What a difference six years make.
In 2010, Kuomintang (KMT) rising star Eric Chu quit as Taiwan's youngest-ever vice-premier to challenge the Democratic Progressive Party (DPP) chairman Tsai Ing-wen in a race for the mayoralty of New Taipei City.
He defeated Ms Tsai, also a former vice-premier, and went on to become one of the most popular mayors of the city surrounding Taipei.
Fast forward six years, and the tables have turned. As KMT chairman, he walked up on stage last night looking grim.
In his second contest against Ms Tsai to become Taiwan's fourth elected president, Mr Chu had lost.
With his wife and party leaders by his side, the 54-year-old conceded defeat and announced that he was stepping down as party chief.
"I am sorry, I have let you down. We have failed. We did not work hard enough," he told his supporters, many of them in tears.
The election bloodbath, in which the KMT also lost nearly half of its parliamentary seats, hollowed out the KMT's leadership. Besides Mr Chu, KMT vice-chairman Hau Lung-bin and Taiwan's premier Mao Chi-kuo also resigned.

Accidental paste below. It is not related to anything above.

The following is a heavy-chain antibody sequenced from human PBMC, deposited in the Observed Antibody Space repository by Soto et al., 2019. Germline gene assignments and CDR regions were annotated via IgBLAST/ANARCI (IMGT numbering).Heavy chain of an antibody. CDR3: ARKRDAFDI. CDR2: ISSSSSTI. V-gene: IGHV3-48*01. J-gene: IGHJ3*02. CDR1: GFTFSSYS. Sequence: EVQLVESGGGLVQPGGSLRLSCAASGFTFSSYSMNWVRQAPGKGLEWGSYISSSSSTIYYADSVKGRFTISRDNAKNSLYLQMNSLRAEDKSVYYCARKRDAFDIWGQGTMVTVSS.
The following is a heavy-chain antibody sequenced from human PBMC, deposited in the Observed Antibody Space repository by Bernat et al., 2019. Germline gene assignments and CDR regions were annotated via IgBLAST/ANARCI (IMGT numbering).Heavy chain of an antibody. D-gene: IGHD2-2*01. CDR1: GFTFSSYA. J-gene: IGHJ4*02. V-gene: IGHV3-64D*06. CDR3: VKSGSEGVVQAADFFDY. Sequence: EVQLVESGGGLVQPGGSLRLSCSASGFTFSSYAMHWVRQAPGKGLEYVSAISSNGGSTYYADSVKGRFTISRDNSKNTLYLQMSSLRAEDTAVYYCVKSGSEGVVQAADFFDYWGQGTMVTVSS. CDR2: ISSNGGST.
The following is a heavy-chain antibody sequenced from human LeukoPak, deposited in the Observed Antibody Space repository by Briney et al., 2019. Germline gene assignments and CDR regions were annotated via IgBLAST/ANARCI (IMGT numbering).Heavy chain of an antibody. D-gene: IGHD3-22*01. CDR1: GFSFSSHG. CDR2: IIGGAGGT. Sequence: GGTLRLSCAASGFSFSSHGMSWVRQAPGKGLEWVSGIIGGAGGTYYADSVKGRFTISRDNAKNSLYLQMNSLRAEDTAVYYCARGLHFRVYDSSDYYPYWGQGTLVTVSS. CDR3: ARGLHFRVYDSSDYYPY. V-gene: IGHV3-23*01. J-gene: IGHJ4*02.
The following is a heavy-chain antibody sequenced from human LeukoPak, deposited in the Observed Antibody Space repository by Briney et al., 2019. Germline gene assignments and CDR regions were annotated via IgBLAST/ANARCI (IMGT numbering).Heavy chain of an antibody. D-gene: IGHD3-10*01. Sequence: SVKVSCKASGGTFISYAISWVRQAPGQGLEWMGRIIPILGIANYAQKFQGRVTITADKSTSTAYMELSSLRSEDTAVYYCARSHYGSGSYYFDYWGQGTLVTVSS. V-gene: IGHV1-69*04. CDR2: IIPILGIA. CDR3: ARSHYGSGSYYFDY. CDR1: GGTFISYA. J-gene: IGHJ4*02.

Indeed, this marked a change in fortunes for the once-dominant KMT, which has held its majority in the legislature since the first direct legislative elections in 1992.
But President Ma Ying-Jeou's rule from 2008 was riven with problems - infighting among different factions, and Mr Ma's unpopular economic and pro-Beijing policies.
So it was an uphill battle, or in Mr Chu's own words, "mission impossible...against overwhelming odds", when he replaced the unpopular deputy legislative speaker Hung Hsiu-chu as the KMT's presidential candidate just three months ago.
But the last-minute gamble did not pay off as Mr Chu never polled above 30 per cent in opinion polls.
Faced with the KMT's worst electoral defeat, Mr Chu vowed that the party will reflect on its mistakes. "We will do some soul-searching, listen to what the public is telling us through their votes and will play the role of a strong opposition."